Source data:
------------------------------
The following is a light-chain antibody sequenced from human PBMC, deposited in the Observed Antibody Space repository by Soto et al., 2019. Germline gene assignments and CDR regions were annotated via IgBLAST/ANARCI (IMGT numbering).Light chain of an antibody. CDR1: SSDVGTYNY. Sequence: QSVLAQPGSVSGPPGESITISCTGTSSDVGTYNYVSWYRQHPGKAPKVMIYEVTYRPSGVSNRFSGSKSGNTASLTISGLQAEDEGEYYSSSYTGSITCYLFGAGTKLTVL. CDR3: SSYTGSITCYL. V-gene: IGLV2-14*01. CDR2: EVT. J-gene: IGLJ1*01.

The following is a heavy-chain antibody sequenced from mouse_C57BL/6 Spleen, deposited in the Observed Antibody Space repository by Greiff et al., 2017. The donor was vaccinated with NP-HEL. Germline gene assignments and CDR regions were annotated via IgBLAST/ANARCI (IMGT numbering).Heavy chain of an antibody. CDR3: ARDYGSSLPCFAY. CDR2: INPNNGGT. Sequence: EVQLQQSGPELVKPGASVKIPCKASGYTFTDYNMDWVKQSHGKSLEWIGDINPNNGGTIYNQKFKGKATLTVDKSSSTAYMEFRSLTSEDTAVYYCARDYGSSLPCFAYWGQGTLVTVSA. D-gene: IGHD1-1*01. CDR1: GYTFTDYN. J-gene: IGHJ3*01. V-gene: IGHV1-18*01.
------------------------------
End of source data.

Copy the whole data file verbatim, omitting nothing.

The following is a light-chain antibody sequenced from human PBMC, deposited in the Observed Antibody Space repository by Soto et al., 2019. Germline gene assignments and CDR regions were annotated via IgBLAST/ANARCI (IMGT numbering).Light chain of an antibody. CDR1: SSDVGTYNY. Sequence: QSVLAQPGSVSGPPGESITISCTGTSSDVGTYNYVSWYRQHPGKAPKVMIYEVTYRPSGVSNRFSGSKSGNTASLTISGLQAEDEGEYYSSSYTGSITCYLFGAGTKLTVL. CDR3: SSYTGSITCYL. V-gene: IGLV2-14*01. CDR2: EVT. J-gene: IGLJ1*01.

The following is a heavy-chain antibody sequenced from mouse_C57BL/6 Spleen, deposited in the Observed Antibody Space repository by Greiff et al., 2017. The donor was vaccinated with NP-HEL. Germline gene assignments and CDR regions were annotated via IgBLAST/ANARCI (IMGT numbering).Heavy chain of an antibody. CDR3: ARDYGSSLPCFAY. CDR2: INPNNGGT. Sequence: EVQLQQSGPELVKPGASVKIPCKASGYTFTDYNMDWVKQSHGKSLEWIGDINPNNGGTIYNQKFKGKATLTVDKSSSTAYMEFRSLTSEDTAVYYCARDYGSSLPCFAYWGQGTLVTVSA. D-gene: IGHD1-1*01. CDR1: GYTFTDYN. J-gene: IGHJ3*01. V-gene: IGHV1-18*01.